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Increased stool sampling during a waterborne outbreak of cryptosporidiosis does not increase the detection of other faecal pathogens


Aims: To ascertain the effect of enhanced surveillance following an outbreak of waterborne cryptosporidiosis on the number of faecal specimens submitted to the local microbiology laboratory and the number positive for common enteric pathogens. The outbreak provided an opportunity to estimate the extent of routine under ascertainment of common enteric pathogens.

Method: Retrospective search of the computerised microbiology system database for details of faecal examination requests for the period 26 April to 6 June in 1998 and 1999 (period of outbreak).

Results: Specimens were received from 378 community patients during the six week period 26 April to 6 June 1999. This was double that for the same period in 1998 (a non-outbreak year). Oocysts of Cryptosporidium parvum were detected in 59 patients, an eightfold increase compared with the same period in 1998. Despite the greater number of patients tested, the detection of other pathogens in patients with gastroenteritis was not altered when compared with the same period in the previous year.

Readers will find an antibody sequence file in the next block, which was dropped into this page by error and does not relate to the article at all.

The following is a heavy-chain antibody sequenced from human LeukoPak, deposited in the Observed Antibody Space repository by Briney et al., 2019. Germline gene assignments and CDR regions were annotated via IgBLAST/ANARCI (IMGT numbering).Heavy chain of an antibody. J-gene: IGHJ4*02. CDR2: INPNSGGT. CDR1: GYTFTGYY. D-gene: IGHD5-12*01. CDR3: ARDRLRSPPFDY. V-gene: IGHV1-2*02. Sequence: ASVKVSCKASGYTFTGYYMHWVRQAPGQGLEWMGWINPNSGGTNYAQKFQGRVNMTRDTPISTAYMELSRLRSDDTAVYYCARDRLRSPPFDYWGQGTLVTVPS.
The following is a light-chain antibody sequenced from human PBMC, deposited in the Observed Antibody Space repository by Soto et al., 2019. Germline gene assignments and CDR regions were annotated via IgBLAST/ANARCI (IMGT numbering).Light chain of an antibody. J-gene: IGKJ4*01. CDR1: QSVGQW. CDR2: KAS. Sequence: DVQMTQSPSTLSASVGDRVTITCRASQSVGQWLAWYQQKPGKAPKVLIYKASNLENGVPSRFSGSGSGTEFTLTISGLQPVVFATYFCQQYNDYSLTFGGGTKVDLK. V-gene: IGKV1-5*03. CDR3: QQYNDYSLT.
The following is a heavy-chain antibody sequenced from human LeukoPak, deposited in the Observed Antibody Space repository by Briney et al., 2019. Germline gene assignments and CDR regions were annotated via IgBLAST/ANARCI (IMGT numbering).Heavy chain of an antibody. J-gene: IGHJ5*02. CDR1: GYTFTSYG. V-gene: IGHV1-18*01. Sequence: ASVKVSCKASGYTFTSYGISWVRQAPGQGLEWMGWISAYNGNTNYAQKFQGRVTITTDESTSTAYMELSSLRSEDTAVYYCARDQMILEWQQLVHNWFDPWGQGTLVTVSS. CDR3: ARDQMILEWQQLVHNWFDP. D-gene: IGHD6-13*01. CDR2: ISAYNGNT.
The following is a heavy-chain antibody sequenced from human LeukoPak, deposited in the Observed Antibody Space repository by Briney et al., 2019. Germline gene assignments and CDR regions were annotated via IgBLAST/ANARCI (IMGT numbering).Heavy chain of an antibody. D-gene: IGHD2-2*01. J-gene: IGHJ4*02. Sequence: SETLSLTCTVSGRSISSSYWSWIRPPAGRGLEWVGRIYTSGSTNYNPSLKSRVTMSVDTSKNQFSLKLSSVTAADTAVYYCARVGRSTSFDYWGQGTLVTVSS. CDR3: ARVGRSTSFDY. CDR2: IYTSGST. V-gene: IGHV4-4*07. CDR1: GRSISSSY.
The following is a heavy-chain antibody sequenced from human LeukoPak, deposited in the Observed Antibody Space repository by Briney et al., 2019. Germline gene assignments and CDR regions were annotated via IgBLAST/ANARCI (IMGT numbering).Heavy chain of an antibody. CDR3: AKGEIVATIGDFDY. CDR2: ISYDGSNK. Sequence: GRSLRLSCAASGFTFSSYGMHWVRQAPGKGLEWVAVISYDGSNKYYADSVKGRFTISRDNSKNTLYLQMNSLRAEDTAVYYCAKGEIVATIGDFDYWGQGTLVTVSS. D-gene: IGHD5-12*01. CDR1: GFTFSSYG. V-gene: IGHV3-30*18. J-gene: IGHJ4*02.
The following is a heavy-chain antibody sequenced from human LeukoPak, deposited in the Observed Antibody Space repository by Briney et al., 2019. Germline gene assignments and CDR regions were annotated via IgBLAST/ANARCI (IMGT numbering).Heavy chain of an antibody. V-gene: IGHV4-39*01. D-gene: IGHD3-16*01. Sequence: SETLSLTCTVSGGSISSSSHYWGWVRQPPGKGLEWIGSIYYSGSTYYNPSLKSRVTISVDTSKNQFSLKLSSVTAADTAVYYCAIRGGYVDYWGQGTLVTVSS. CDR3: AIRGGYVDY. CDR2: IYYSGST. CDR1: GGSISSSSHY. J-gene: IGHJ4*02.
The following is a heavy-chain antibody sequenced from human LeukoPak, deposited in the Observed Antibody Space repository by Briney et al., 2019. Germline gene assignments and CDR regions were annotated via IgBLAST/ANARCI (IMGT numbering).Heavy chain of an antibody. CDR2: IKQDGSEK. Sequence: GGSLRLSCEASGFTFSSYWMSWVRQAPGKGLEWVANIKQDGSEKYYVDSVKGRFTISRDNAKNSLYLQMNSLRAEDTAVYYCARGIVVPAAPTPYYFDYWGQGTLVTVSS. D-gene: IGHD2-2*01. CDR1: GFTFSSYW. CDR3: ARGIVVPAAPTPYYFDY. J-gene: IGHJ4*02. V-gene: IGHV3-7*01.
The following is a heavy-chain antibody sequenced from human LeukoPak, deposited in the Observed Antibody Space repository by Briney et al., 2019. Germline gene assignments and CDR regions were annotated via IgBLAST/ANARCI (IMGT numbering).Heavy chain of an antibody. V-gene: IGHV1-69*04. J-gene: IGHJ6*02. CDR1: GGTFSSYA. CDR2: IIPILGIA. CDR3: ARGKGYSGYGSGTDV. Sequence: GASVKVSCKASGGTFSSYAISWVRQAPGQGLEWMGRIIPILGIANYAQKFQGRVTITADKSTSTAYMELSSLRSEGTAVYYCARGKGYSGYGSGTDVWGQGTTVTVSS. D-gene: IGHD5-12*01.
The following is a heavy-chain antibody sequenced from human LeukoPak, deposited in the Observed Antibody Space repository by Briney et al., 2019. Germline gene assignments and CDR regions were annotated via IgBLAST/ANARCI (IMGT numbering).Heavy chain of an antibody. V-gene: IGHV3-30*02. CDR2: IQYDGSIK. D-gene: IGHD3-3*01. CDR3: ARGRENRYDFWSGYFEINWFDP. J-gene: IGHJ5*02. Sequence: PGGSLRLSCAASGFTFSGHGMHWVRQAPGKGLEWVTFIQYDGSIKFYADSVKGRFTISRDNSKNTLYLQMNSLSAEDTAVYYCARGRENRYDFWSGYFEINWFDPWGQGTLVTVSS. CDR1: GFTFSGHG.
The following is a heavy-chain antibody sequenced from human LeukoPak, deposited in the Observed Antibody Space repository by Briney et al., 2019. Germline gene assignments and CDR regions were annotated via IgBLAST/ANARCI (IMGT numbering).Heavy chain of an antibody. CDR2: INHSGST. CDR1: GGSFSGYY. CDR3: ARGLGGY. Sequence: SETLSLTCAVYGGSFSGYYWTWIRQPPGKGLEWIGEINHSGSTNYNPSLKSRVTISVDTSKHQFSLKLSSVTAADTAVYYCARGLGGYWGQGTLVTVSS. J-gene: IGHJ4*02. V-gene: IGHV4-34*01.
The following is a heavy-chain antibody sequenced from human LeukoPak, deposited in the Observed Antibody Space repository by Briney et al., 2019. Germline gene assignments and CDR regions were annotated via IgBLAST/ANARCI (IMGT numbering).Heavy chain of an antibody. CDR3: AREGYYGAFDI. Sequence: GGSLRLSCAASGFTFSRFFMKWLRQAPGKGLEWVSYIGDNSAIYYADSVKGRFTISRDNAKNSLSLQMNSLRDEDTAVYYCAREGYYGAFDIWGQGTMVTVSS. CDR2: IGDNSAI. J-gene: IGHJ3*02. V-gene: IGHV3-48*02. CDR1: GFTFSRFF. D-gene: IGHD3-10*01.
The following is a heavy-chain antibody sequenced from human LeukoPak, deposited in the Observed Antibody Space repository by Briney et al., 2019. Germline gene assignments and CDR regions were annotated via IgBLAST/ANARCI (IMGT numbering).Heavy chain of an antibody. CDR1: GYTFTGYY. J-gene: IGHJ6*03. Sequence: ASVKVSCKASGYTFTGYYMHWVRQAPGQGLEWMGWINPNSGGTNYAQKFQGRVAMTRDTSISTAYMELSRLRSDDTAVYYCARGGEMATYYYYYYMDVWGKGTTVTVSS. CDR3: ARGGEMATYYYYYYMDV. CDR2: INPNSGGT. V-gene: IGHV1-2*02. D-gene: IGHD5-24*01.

Conclusion: This study found no evidence of under ascertainment of gastrointestinal infection (common bacterial pathogens and rotavirus) by local general practitioners.

  • cryptosporidium outbreak
  • enhanced surveillance
  • enteric pathogens
  • CCDC, consultant in communicable disease control
  • CI, confidence interval

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